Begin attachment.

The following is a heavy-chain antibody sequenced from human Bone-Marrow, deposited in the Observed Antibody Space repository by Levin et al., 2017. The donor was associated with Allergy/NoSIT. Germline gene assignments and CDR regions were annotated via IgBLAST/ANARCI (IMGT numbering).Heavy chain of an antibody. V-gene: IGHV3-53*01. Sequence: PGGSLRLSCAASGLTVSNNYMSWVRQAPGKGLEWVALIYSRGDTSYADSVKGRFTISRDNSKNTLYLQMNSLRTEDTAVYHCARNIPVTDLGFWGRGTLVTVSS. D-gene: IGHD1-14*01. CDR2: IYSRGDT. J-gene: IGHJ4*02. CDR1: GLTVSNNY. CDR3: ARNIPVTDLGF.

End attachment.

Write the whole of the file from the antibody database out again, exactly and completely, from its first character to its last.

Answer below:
The following is a heavy-chain antibody sequenced from human Bone-Marrow, deposited in the Observed Antibody Space repository by Levin et al., 2017. The donor was associated with Allergy/NoSIT. Germline gene assignments and CDR regions were annotated via IgBLAST/ANARCI (IMGT numbering).Heavy chain of an antibody. V-gene: IGHV3-53*01. Sequence: PGGSLRLSCAASGLTVSNNYMSWVRQAPGKGLEWVALIYSRGDTSYADSVKGRFTISRDNSKNTLYLQMNSLRTEDTAVYHCARNIPVTDLGFWGRGTLVTVSS. D-gene: IGHD1-14*01. CDR2: IYSRGDT. J-gene: IGHJ4*02. CDR1: GLTVSNNY. CDR3: ARNIPVTDLGF.